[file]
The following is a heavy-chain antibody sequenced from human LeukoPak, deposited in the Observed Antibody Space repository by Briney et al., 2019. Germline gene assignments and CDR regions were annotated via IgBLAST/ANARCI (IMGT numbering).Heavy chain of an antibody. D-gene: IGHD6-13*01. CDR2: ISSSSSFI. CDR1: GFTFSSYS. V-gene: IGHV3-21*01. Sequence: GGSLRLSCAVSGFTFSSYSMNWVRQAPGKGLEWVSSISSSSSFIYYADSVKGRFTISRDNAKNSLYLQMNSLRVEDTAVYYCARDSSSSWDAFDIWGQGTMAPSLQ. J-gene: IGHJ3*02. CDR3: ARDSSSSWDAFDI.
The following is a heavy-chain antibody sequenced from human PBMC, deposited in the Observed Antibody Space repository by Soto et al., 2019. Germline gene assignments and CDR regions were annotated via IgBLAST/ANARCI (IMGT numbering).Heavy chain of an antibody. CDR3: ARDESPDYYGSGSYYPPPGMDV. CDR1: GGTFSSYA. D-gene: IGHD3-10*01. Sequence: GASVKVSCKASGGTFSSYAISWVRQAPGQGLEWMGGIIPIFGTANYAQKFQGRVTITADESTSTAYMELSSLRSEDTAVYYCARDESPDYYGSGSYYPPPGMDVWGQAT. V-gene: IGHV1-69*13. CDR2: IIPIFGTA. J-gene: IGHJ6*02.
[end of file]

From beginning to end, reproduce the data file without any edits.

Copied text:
The following is a heavy-chain antibody sequenced from human LeukoPak, deposited in the Observed Antibody Space repository by Briney et al., 2019. Germline gene assignments and CDR regions were annotated via IgBLAST/ANARCI (IMGT numbering).Heavy chain of an antibody. D-gene: IGHD6-13*01. CDR2: ISSSSSFI. CDR1: GFTFSSYS. V-gene: IGHV3-21*01. Sequence: GGSLRLSCAVSGFTFSSYSMNWVRQAPGKGLEWVSSISSSSSFIYYADSVKGRFTISRDNAKNSLYLQMNSLRVEDTAVYYCARDSSSSWDAFDIWGQGTMAPSLQ. J-gene: IGHJ3*02. CDR3: ARDSSSSWDAFDI.
The following is a heavy-chain antibody sequenced from human PBMC, deposited in the Observed Antibody Space repository by Soto et al., 2019. Germline gene assignments and CDR regions were annotated via IgBLAST/ANARCI (IMGT numbering).Heavy chain of an antibody. CDR3: ARDESPDYYGSGSYYPPPGMDV. CDR1: GGTFSSYA. D-gene: IGHD3-10*01. Sequence: GASVKVSCKASGGTFSSYAISWVRQAPGQGLEWMGGIIPIFGTANYAQKFQGRVTITADESTSTAYMELSSLRSEDTAVYYCARDESPDYYGSGSYYPPPGMDVWGQAT. V-gene: IGHV1-69*13. CDR2: IIPIFGTA. J-gene: IGHJ6*02.